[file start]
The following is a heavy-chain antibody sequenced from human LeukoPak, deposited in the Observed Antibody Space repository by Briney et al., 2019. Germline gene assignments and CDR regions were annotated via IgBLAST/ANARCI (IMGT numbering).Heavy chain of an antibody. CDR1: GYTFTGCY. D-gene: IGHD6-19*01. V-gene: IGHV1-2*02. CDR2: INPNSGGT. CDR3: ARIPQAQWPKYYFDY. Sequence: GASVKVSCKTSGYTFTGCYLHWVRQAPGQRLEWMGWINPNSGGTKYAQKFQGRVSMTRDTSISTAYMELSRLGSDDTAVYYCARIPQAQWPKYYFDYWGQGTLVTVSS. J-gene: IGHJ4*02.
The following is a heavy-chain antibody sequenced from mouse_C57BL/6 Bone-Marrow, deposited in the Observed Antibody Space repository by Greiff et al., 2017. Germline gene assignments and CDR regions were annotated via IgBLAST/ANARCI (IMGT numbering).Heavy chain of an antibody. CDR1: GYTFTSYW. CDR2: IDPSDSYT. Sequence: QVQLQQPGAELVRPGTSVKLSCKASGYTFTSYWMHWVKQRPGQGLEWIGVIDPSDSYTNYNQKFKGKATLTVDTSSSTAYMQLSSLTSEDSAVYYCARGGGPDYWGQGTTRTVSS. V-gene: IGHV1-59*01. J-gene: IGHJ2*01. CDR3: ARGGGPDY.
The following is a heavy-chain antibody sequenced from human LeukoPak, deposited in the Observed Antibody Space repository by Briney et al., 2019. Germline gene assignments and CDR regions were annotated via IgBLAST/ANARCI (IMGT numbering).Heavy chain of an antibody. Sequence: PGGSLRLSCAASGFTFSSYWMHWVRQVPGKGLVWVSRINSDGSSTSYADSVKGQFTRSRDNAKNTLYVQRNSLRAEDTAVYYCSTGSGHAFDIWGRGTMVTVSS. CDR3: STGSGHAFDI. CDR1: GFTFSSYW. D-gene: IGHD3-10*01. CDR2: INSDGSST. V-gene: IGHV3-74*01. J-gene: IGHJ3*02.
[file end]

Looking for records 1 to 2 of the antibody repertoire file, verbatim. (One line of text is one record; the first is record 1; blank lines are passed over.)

The following is a heavy-chain antibody sequenced from human LeukoPak, deposited in the Observed Antibody Space repository by Briney et al., 2019. Germline gene assignments and CDR regions were annotated via IgBLAST/ANARCI (IMGT numbering).Heavy chain of an antibody. CDR1: GYTFTGCY. D-gene: IGHD6-19*01. V-gene: IGHV1-2*02. CDR2: INPNSGGT. CDR3: ARIPQAQWPKYYFDY. Sequence: GASVKVSCKTSGYTFTGCYLHWVRQAPGQRLEWMGWINPNSGGTKYAQKFQGRVSMTRDTSISTAYMELSRLGSDDTAVYYCARIPQAQWPKYYFDYWGQGTLVTVSS. J-gene: IGHJ4*02.
The following is a heavy-chain antibody sequenced from mouse_C57BL/6 Bone-Marrow, deposited in the Observed Antibody Space repository by Greiff et al., 2017. Germline gene assignments and CDR regions were annotated via IgBLAST/ANARCI (IMGT numbering).Heavy chain of an antibody. CDR1: GYTFTSYW. CDR2: IDPSDSYT. Sequence: QVQLQQPGAELVRPGTSVKLSCKASGYTFTSYWMHWVKQRPGQGLEWIGVIDPSDSYTNYNQKFKGKATLTVDTSSSTAYMQLSSLTSEDSAVYYCARGGGPDYWGQGTTRTVSS. V-gene: IGHV1-59*01. J-gene: IGHJ2*01. CDR3: ARGGGPDY.